Across the globe, people are voicing their opinion in social media and various other online fora. Given such data, modern deep learning-based sentiment analysis methods excel at determining the sentiment polarity of what is being said about companies, products, etc. Unfortunately, such deep methods require significant training data, while for many languages, resources and training data are scarce. In this work, we present a cross-lingual propagation algorithm that yields sentiment embedding vectors for numerous languages. We then rely on a dual-channel convolutional neural architecture to incorporate them into the network. This allows us to achieve gains in deep sentiment analysis across a range of languages and domains.
We explore the relationship between negated text and negative sentiment in the task of sentiment classification. We propose a novel adjustment factor based on negation occurrences as a proxy for negative sentiment that can be applied to lexicon-based classifiers equipped with a negation detection pre-processing step. We performed an experiment on a multi-domain customer reviews dataset obtaining accuracy improvements over a baseline, and we further improved our results using out-of-domain data to calibrate the adjustment factor. We see future work possibilities in exploring negation detection refinements, and expanding the experiment to a broader spectrum of opinionated discourse, beyond that of customer reviews.
Due to the increased availability of online reviews, sentiment analysis had been witnessed a booming interest from the researchers. Sentiment analysis is a computational treatment of sentiment used to extract and understand the opinions of authors. While many systems were built to predict the sentiment of a document or a sentence, many others provide the necessary detail on various aspects of the entity (i.e. aspect-based sentiment analysis). Most of the available data resources were tailored to English and the other popular European languages. Although Persian is a language with more than 110 million speakers, to the best of our knowledge, there is not any public dataset on aspect-based sentiment analysis in Persian. This paper provides a manually annotated Persian dataset, Pars-ABSA, which is verified by 3 native Persian speakers. The dataset consists of 5114 positive, 3061 negative and 1827 neutral data samples from 5602 unique reviews. Moreover, as a baseline, this paper reports the performance of some state-of-the-art aspect-based sentiment analysis methods with a focus on deep learning, on Pars-ABSA. The obtained results are impressive compared to similar English state-of-the-art.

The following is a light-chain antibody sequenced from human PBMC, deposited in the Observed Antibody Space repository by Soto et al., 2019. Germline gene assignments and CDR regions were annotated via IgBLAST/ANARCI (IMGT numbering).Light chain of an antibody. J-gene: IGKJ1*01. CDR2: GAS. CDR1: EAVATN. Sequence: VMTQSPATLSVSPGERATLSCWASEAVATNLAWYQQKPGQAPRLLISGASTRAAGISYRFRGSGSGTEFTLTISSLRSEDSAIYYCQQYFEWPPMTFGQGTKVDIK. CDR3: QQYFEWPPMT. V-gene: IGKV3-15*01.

With the development of Web 2.0, sentiment analysis has now become a popular research problem to tackle. Recently, topic models have been introduced for the simultaneous analysis for topics and the sentiment in a document. These studies, which jointly model topic and sentiment, take the advantage of the relationship between topics and sentiment, and are shown to be superior to traditional sentiment analysis tools. However, most of them make the assumption that, given the parameters, the sentiments of the words in the document are all independent. In our observation, in contrast, sentiments are expressed in a coherent way. The local conjunctive words, such as “and” or “but”, are often indicative of sentiment transitions. In this paper, we propose a major departure from the previous approaches by making two linked contributions. First, we assume that the sentiments are related to the topic in the document, and put forward a joint sentiment and topic model, i.e. Sentiment-LDA. Second, we observe that sentiments are dependent on local context. Thus, we further extend the Sentiment-LDA model to Dependency-Sentiment-LDA model by relaxing the sentiment independent assumption in Sentiment-LDA. The sentiments of words are viewed as a Markov chain in Dependency-Sentiment-LDA. Through experiments, we show that exploiting the sentiment dependency is clearly advantageous, and that the Dependency-Sentiment-LDA is an effective approach for sentiment analysis.
Microblog sentiment classification is an important research topic which has wide applications in both academia and industry. Because microblog messages are short, noisy and contain masses of acronyms and informal words, microblog sentiment classification is a very challenging task. Fortunately, collectively the contextual information about these idiosyncratic words provide knowledge about their sentiment orientations. In this paper, we propose to use the microblogs' contextual knowledge mined from a large amount of unlabeled data to help improve microblog sentiment classification. We define two kinds of contextual knowledge: word-word association and word-sentiment association. The contextual knowledge is formulated as regularization terms in supervised learning algorithms. An efficient optimization procedure is proposed to learn the model. Experimental results on benchmark datasets show that our method can consistently and significantly outperform the state-of-the-art methods.